The Government is moving to reduce the cost of the medication Cariban which helps prevent extreme nausea and vomiting during pregnancy, Health Minister Stephen Donnelly has confirmed.
A supply of Cariban can cost up to €45 a week, or between €1,500 and €3,000 over the course of a pregnancy, which is prohibitive for many women.
As a result of the high price, many pregnant women are resorting to buying it abroad and from strangers online, doctors have said.
Following several years of campaigning by backbench politicians including Fianna Fáil Senator Lorraine Clifford-Lee, Mr Donnelly has confirmed he has ordered officials to find a solution to the adverse cost of the medication.
It is not clear whether the State will be in a position to fully subsidise the cost of the medication or only partly so. Mr Donnelly has told a private meeting of the Fianna Fáil parliamentary party that there is “good news” coming soon in relation to helping ease the cost of the medication.
The Irish Examiner has learned that Mr Donnelly has asked the HSE and the Women’s Health task force to find a solution to the cost issue in a speedy manner.
Unlike other drugs which the State pays for in total or partly subsidises, Cariban is classified as a supplement and this is presenting a difficulty in delivering a mechanism for reducing the cost.
According to sources, Mr Donnelly is convinced of the merits of the drug which many women say is their only relief during pregnancy, and is “very keen” to deliver a remedy very quickly.
At present, it is not available under the medical card or any community medical scheme, such as the drugs payment scheme, which limits the amount spent by private patients to €144 per month.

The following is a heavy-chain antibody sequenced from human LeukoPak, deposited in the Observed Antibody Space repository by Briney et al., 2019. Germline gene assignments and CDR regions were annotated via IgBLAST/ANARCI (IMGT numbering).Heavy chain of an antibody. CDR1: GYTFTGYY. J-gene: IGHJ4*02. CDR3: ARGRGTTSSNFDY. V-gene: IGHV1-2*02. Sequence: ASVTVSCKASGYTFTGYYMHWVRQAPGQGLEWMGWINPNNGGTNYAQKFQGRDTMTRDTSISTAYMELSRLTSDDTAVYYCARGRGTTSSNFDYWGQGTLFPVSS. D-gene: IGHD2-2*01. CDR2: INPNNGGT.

It is estimated that between one in every 100 and one in 200 women suffers from severe vomiting during pregnancy, known as Hyperemesis Gravidarum or HG, which can be profoundly debilitating. In opposition, Mr Donnelly was among a number of politicians who said the drug should be available through the medical card also.
In October 2018, Mr Donnelly told the then-Health Minister Simon Harris that all costs including, appointments, specialised care, drug treatment and hospitalisation, which fall within the parameters of maternity care, should also be universally available.
Hyperemesis Ireland, a national charity supporting sufferers of nausea and vomiting in pregnancy and its severe form said Mr Donnelly’s comments were “good news indeed”.
Responding to Mr Donnelly’s comments, Senator Clifford-Lee said the news represented “such a welcome development.” She said that as someone who took Cariban when she was pregnant, she can speak first-hand of its benefits.
She said: “I’ve been raising this for years. I know exactly how debilitating hyperemesis is and I took Cariban while pregnant. It’s essential. Well done to Hyperemesis Ireland on all of their hard work on this.”
Her colleague, Senator Catherine Ardagh highlighted the issue in the Seanad, stating that there has been a huge campaign to get the State to reimburse the costs.
She called on the health minister to prioritise this issue and to outline what immediate actions they are being taken to ensure that women with hyperemesis do not face further financial hardship in accessing the basic HSE-recommended drug.
“The drug at the moment costs about €45 per week. That will need to be taken over the whole course of the woman’s pregnancy. It is, therefore, a huge amount of money and it adds up,” she said.